The convolutional layer performs four one-dimensional convolutional operations with a kernel shape of 3 × 1 on the output of the embedding layer. The output of this operation is a vector with size 50. The convolutional layer automatically learns abstract representation from local features. The output of the convolutional layer is fed into max-pooling and fully connected operations. The pooling layer collects salient features from the input, which reduces the parameters of the model and extends the generalizability of the model. A fully connected layer resembles the features for global regulation. In the output layer, a cross-entropy loss function is adopted to calculate the loss during the training process (Our code to implement deep learning model with entity indicators for relation extraction is available at: https://github.com/WeizheYang-SHIN/Entity_indicators_for_RE, accessed on 20 March 2021).

4. Experiments

The experiment used a NVIDIA Tesla P40 GPU for training and testing under Linux environment. In this section, three datasets the ACE 2005 Chinese corpus, ACE 2005 English corpus [42] and Chinese literature text corpus (CLTC) [43] were adopted to evaluate the performance of entity indicators.
The ACE 2005 corpus is a classic dataset for automatic content extraction. It is collected from weblogs, broadcast news, newsgroups and broadcast conversation. The corpus was annotated with 7 entity types, 44 entity subtypes, 6 relation types and 18 relation subtypes. The Chinese corpus contains 628 documents, containing 9244 relation mentions that are used as positive instances. If two named entities have no predefined relation type, the instance should be considered as negative. To generate negative instances for training, the method in Chen et al. [25] is adopted, which generates 98,140 negative instances. The ACE English corpus generates 6583 positive instances and 97,534 negative instances.
The Chinese literature text corpus [43] is a discourse-level corpus whose articles are collected from Chinese literature. In total, seven entity types and nine relation types are manually annotated according to a gold standard. In this corpus, the entity relation only exists in four entity types: Thing, Person, Location and Organization. The corpus contains a total of 695 articles for training, 58 for validation and 84 for testing.
The experimental performance is measured by the commonly used evaluation indexes in the NLP field, namely, precision rate (P), recall rate (R) and comprehensive evaluation (F1). The total performance (referred to as “Total”) is the macro-average over all positive relation types. The ACE 2005 corpus was divided into 8:1:1 for training, validation and testing in our experiments. The fixed length of a sentence is set as 100.

4.1. Performance of Entity Indicators

In this section, based on the ACE Chinese corpus, ACE English corpus and CLTC corpus, all the entity indicators in Table 1 were evaluated to demonstrate their influence on the performance. In this experiment, word embeddings were initialized by two pretrained embedding models, wiki-100 [41] for Chinese and GoogleNews-vectors-negative-300 for English. The results are shown in Table 2, where the “None” model was implemented on the relation mentions directly without any entity indicators and was implemented for comparison. “×” means that the performance is not supported because no entity subtype was annotated in the CLTC corpus.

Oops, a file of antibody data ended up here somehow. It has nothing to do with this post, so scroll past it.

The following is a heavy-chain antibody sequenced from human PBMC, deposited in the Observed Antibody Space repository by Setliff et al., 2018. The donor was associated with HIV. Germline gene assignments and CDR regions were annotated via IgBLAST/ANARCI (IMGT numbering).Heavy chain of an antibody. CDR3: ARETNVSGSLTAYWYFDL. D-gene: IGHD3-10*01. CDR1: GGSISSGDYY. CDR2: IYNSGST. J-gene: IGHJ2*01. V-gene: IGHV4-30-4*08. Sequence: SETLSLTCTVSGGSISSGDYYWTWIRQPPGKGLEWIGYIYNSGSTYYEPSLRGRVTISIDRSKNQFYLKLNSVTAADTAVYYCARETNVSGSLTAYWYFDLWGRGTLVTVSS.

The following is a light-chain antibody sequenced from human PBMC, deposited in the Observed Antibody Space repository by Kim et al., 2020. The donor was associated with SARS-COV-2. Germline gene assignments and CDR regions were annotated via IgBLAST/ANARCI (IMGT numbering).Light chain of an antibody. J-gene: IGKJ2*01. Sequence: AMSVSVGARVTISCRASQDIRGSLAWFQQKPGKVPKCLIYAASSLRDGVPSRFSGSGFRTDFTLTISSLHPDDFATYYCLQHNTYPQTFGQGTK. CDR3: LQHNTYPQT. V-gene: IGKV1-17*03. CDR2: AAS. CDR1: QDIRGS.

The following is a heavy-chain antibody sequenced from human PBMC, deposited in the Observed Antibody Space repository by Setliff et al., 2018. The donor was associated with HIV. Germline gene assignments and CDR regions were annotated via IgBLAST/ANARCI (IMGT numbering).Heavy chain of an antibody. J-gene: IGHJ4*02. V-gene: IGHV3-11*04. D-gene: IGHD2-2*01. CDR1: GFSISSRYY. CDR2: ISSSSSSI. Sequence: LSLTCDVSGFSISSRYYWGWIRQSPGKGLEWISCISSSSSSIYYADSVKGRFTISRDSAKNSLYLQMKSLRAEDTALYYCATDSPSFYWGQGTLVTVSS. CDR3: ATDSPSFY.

Comparison of the ACE Chinese corpus and the CLTC corpus shows that the performance is higher for the ACE Chinese corpus. This is because in the CLTC corpus, sentence semantics are often expressed in a subtle and special manner [44]. Their intuitions and feelings are usually expressed through very complex and flexible sentence structures
The results show that distinguishing the beginning and end boundaries of named entities is beneficial for improving the performance (e.g., “P_D ” and “P_TS”). When entity types are encoded into the entity indicators, the performance is improved considerably. All the entity indicators considerably outperform the “None” strategy. As Table 2 shows, the performance is improved with entity indicators encoding more relevant information.
When the POS tags are used in the indicator “C_PTSA ”, the ACE Chinese corpus shows an impressive improvement, outperforming the “ C_DTSA" by more than 12% in F1 score. An improvement was also observed for the CLTC corpus. On the other hand, on the English corpus, the performance is unexpectedly decreased with POS tags. The reason of the difference may be that English is an alphabetic language, where many adjacent words are function words (e.g., articles, auxiliary words), which are more ambiguous and have little lexical meaning, possibly affecting the performance.

4.2. Comparison with Other Strategies

In this experiment, the entity indicator method was compared with the position embedding and multichannel methods to demonstrate their ability to capture the entity positions of a relation instance. The performance on the three corpora is shown in Table 3.